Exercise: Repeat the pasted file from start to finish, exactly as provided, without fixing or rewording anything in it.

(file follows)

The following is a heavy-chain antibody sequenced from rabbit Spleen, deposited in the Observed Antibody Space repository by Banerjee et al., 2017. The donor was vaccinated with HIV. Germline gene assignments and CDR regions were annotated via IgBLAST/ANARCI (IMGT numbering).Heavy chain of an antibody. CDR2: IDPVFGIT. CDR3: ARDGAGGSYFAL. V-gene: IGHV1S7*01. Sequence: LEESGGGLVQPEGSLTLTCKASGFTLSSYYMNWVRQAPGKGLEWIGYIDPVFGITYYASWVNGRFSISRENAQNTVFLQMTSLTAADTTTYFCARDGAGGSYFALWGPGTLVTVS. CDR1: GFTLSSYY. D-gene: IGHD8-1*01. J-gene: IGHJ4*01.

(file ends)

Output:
The following is a heavy-chain antibody sequenced from rabbit Spleen, deposited in the Observed Antibody Space repository by Banerjee et al., 2017. The donor was vaccinated with HIV. Germline gene assignments and CDR regions were annotated via IgBLAST/ANARCI (IMGT numbering).Heavy chain of an antibody. CDR2: IDPVFGIT. CDR3: ARDGAGGSYFAL. V-gene: IGHV1S7*01. Sequence: LEESGGGLVQPEGSLTLTCKASGFTLSSYYMNWVRQAPGKGLEWIGYIDPVFGITYYASWVNGRFSISRENAQNTVFLQMTSLTAADTTTYFCARDGAGGSYFALWGPGTLVTVS. CDR1: GFTLSSYY. D-gene: IGHD8-1*01. J-gene: IGHJ4*01.